Zeilen wie diese überrollten mich, bevor ein Verständnis sie auffangen konnte. (Durs Grünbein, "Kurzer Bericht an einer Akademie")
Lines like the Hölderlin passage he has just cited "rolled over him before an understanding could catch them," says Grünbein in his "Brief Report to an Academy," the speech he gave in October 1995 at the Darmstadt Academy. He was being given the Georg Büchner Prize, for which he gave a different speech; this "brief report" was presented the evening before, when the new members of the academy are asked to introduce themselves (and then the Büchner Prize winner gives a reading from his or her work).
This passage caught my eye when I was rereading the "Brief Report" this week: it so strikingly captures how the experience of poetry comes before any understanding of it. The mystery of the lines "rolls over" the reader and, if the poem is working, suspends the problem of understanding.
This does not mean that "understanding" a poem is not important, though: a poem that cannot be understood at all eventually becomes boring, even if the lines are overpowering (see Clive James on Ezra Pound; my comment on it is here). But the process of understanding is a secondary step; it comes after an experience that makes one want to understand.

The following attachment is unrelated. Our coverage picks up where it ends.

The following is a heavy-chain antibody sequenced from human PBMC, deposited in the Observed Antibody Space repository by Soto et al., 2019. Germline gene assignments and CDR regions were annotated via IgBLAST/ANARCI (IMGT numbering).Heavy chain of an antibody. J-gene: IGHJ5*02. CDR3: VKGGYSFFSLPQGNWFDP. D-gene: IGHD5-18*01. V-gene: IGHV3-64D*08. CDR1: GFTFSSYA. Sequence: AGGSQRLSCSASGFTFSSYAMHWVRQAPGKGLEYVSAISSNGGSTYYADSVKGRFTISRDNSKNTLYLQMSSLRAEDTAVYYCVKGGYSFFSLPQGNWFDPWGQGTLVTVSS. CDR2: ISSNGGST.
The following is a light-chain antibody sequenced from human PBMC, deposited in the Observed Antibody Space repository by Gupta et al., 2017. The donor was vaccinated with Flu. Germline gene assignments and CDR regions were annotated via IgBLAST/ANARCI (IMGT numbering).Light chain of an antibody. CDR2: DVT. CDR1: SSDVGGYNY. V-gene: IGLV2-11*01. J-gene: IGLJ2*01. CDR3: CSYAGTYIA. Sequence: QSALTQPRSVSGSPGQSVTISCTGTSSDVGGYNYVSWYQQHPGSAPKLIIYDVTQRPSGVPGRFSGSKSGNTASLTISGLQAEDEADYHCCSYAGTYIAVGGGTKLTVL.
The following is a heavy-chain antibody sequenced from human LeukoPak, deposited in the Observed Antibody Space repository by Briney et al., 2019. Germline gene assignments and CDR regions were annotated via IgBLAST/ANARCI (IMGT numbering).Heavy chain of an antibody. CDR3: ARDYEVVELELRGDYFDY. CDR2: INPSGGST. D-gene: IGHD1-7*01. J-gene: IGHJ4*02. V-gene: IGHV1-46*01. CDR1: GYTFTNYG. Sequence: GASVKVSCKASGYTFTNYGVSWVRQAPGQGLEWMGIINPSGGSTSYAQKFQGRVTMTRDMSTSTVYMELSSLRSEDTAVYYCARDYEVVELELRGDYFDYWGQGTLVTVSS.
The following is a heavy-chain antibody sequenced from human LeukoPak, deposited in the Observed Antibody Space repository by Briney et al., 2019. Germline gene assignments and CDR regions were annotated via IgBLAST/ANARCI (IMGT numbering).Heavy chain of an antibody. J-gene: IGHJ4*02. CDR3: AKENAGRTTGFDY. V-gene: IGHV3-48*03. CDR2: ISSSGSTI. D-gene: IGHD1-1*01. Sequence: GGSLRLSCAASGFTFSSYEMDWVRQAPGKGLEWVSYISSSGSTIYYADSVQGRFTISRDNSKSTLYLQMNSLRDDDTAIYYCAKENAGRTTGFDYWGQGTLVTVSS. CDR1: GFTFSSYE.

I was at the Büchner Prize ceremony in 1995. I met Grünbein that day, and Michael Krüger, whose novel The Cello Player I later translated (and who published my poems and an essay on W. G. Sebald in Akzente). But the most memorable event was the self-introduction of the new members. Grünbein's speech was very memorable, as were those by Thomas Hürlimann and Odo Marquard, both of which I can still talk about in detail until this day.
You can ask me about them over a beer sometime. :-)